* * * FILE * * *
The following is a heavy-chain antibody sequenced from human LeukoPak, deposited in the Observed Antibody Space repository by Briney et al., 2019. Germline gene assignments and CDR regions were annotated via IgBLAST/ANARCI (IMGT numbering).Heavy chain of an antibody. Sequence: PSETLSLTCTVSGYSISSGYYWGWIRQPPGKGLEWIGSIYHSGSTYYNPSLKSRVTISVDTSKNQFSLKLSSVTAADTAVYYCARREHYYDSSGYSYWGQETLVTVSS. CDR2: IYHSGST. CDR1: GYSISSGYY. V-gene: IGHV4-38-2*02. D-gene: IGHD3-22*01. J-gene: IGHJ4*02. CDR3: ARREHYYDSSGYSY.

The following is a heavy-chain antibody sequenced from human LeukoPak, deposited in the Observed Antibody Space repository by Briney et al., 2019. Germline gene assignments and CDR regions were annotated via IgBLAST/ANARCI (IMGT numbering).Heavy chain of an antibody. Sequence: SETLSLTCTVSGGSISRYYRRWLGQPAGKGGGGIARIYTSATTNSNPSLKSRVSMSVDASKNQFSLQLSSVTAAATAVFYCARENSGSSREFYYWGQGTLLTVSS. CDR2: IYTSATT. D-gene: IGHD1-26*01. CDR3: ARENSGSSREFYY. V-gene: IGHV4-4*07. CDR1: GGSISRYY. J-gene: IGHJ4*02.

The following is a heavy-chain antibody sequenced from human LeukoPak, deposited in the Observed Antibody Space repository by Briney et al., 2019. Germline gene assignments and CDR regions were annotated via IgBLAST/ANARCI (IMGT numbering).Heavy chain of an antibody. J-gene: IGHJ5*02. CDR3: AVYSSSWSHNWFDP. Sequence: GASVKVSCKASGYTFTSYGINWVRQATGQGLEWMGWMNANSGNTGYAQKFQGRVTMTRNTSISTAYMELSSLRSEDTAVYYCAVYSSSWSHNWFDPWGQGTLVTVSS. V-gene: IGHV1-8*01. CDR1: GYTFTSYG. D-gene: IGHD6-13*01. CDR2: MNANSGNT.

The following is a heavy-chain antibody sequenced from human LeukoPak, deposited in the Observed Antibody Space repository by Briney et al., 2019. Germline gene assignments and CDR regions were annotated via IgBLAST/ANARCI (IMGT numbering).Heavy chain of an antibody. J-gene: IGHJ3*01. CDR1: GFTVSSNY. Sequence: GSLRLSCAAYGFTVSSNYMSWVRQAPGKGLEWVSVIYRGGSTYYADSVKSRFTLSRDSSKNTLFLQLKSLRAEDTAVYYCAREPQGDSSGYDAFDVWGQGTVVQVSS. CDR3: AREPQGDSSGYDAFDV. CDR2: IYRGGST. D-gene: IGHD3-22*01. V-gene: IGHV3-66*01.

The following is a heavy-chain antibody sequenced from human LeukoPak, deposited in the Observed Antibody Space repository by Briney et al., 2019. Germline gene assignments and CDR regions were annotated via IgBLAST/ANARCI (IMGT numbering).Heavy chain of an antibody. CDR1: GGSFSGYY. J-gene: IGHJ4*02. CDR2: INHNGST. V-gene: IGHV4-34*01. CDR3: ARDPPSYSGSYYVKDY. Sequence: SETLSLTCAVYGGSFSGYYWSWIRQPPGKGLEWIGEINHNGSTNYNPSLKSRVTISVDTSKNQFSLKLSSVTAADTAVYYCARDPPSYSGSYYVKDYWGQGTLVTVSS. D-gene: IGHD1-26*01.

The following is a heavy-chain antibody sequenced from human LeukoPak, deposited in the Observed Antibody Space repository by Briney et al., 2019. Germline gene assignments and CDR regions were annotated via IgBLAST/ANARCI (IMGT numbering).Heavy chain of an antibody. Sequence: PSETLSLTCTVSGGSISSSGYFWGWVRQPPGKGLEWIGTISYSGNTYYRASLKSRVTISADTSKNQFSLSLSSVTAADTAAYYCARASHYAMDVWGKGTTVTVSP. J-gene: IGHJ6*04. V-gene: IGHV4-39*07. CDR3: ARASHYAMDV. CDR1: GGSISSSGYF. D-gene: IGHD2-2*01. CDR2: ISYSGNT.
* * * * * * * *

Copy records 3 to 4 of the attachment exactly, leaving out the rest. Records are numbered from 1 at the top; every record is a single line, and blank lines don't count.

The following is a heavy-chain antibody sequenced from human LeukoPak, deposited in the Observed Antibody Space repository by Briney et al., 2019. Germline gene assignments and CDR regions were annotated via IgBLAST/ANARCI (IMGT numbering).Heavy chain of an antibody. J-gene: IGHJ5*02. CDR3: AVYSSSWSHNWFDP. Sequence: GASVKVSCKASGYTFTSYGINWVRQATGQGLEWMGWMNANSGNTGYAQKFQGRVTMTRNTSISTAYMELSSLRSEDTAVYYCAVYSSSWSHNWFDPWGQGTLVTVSS. V-gene: IGHV1-8*01. CDR1: GYTFTSYG. D-gene: IGHD6-13*01. CDR2: MNANSGNT.

The following is a heavy-chain antibody sequenced from human LeukoPak, deposited in the Observed Antibody Space repository by Briney et al., 2019. Germline gene assignments and CDR regions were annotated via IgBLAST/ANARCI (IMGT numbering).Heavy chain of an antibody. J-gene: IGHJ3*01. CDR1: GFTVSSNY. Sequence: GSLRLSCAAYGFTVSSNYMSWVRQAPGKGLEWVSVIYRGGSTYYADSVKSRFTLSRDSSKNTLFLQLKSLRAEDTAVYYCAREPQGDSSGYDAFDVWGQGTVVQVSS. CDR3: AREPQGDSSGYDAFDV. CDR2: IYRGGST. D-gene: IGHD3-22*01. V-gene: IGHV3-66*01.